information to be able to replicate your work. For a software project,
this will include a high-level description of the architecture of the system
as well as more technical details.
- Results: outcomes of all experiments.
For software, descriptions of the final system as well as initial systems.
Significant changes in direction should be documented and explained
--- they are probably the result of something interesting you learned. Description
of a system includes an analysis of its performance (e.g. speed, domain of
- Implications: a summary of what you have
learned and what you think it implies. What would you do differently,
given what you have learned. What does the outcome of your dissertation
imply about the existing literature and/or systems described in your Background
- Future Work: what would you have
done if you had more time? What should other people do with similar
or slightly different interests?
The Review of Literature is a very important
part of a dissertation. Again, many people who read your dissertation
may be most interested in your literature review. Once you have spent
months (or years) on a topic, you become an expert. This makes your
perspective on the rest of the field around your own work particularly
The Literature Review is not listed as a component because
it is an integral part of your evidence, and it may potentially be in many
different locations. For example, you would
expect some literature review in the Background and in the Implications.
Normally there will be a phase of heavy reading toward the beginning of your
research project, then a period of heavy coding, and finally another burst
of reading during the final write up.
When and why to reference
Science works much the same way as evolution. Each piece of work
inherits most of its bulk from the good, proven ideas in the existing
literature, but each experiment adds some novel variation, some new
ideas, and then tests those new ideas against the old. A scientific
journal article needs to show that you know and understand the
existing literature, and that you understand and can prove your
contribution to it. The way you show that you know the existing
literature is not only by listing it in the back, but by referencing
appropriate citations in the text after any claim that relate to
previous knowledge. This allows you both to validate your claims
(evidence from other people's experiments can be just as central to
your arguments as evidence from your own), and also lets the reviewer
(and later, the reader) know that you are up-to-date.
Often when you read someone's paper, you might think (for example)
"Ah, if they believe that, they haven't seen A's newest work." So, if
you are contradicting A, you have to say "This is in contrast to A
(2005), who is wrong because..." Another common thing a reader might
think is that "B has already done this." If it is true B did (and
published) something exactly like you did before you did it,
then you work won't be worthy of publication. So if you know B's work is like
your own, you need to say something like
"This is similar to B (1993), but we have made an improvement in this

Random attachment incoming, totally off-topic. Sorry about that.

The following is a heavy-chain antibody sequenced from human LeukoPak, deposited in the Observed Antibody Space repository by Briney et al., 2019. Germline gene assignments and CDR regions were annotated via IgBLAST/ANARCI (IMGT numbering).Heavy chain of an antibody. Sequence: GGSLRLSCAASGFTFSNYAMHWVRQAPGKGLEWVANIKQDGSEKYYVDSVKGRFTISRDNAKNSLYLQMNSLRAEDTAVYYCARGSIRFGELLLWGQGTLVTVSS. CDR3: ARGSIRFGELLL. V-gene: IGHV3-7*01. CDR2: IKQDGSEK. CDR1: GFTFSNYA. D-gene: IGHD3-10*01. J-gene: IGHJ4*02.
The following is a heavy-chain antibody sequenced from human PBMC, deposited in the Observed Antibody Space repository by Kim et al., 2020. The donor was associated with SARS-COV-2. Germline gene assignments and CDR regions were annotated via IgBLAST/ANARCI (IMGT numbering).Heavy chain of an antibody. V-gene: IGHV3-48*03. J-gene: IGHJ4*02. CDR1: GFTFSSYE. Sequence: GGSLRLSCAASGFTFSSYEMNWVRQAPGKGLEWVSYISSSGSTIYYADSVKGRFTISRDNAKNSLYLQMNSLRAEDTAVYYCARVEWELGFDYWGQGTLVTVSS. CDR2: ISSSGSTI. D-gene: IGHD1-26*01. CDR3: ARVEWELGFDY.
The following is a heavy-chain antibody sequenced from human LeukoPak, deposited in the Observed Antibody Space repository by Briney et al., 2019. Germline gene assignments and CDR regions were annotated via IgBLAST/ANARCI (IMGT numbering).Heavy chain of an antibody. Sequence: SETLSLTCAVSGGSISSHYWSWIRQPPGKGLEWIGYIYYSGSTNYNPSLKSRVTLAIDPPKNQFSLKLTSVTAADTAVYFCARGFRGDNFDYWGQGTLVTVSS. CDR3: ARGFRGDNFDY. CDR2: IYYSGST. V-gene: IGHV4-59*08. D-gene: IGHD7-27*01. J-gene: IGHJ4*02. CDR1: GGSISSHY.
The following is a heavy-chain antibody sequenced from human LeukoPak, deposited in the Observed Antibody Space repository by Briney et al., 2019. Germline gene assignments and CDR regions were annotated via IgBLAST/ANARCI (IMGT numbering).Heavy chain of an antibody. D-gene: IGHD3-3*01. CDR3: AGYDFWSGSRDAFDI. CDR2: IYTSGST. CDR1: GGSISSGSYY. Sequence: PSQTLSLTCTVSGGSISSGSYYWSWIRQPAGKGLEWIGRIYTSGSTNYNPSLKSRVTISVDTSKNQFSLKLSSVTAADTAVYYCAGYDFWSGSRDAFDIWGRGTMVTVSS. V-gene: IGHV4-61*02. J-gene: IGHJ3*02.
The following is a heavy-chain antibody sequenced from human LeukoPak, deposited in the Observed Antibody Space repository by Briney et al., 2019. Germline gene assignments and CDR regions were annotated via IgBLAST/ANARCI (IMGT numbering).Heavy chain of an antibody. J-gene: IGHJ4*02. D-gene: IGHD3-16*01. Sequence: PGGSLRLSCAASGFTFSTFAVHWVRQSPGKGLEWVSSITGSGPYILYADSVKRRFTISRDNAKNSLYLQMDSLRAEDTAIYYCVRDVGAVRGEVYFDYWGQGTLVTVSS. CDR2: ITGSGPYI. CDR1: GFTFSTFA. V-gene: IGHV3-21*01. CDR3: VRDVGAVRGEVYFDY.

One exception to this rule is replication, that is, when you deliberately set
out to test a published result that is not yet widely accepted.
In this case it is perfectly allowable to say, "This provides further evidence
that B is
correct, and our study provides important corroboration for B's
theory." This is especially useful if someone else has
published saying B is wrong and you can cite them as well. Or if in attempting
your replication you discover that B didn't really make it very clear how to
achieve their result, then you can report the extra information. There is
always a chance you will find out that B made a mistake, and this can be very
publishable, but you also have to be very, very careful that you are right
before you say that someone else is wrong.
Structure of a project and its dissertation
Best practise for completing a dissertation often will have reading, writing
and coding occurring
your project. Simple prototypes or pilot studies should be done very
early in the project, because they will help you understand the material
you are reading. This will also help you get a grasp on the difficulty
of the problem you are addressing, which allows you to adjust your schedule
and expectations accordingly. Similarly, when during coding or
you encounter difficulties or make discoveries, then you should take time
to search the literature for more information on your new problem or
During the final writing phase, nearly all students discover that they
cannot support all of their assumptions or claims, and therefore need to
do more reading, run more experiments, or run further
some of this should simply be documented in the Future Work section, it is
best to leave some time for doing this research.
As I said earlier, the components above do not necessarily correspond directly to chapters. Often
Motivations are included in the Introductory chapter, or Implications are
included with either after Results, or with Future Work in a chapter called Discussion. On the other hand, there
might be several chapters covering different phases of the project (e.g.
3 different versions of a program) each of which contain Methods, Results
and Implications. Background might be split between a chapter explaining
Motivations and one explaining Implications. Many examples of dissertations
are available from the front office, from your supervisor, or on the Internet.
More general writing advice:
Good writing is part of what makes science and engineering work. Everyone has
different information acquired over their lifetimes, so anyone can make
a critical discovery of a hole in a literature, or a relation between two
previously unconnected ideas or areas of work.
page author: Joanna Bryson
last updated: 29 December 2005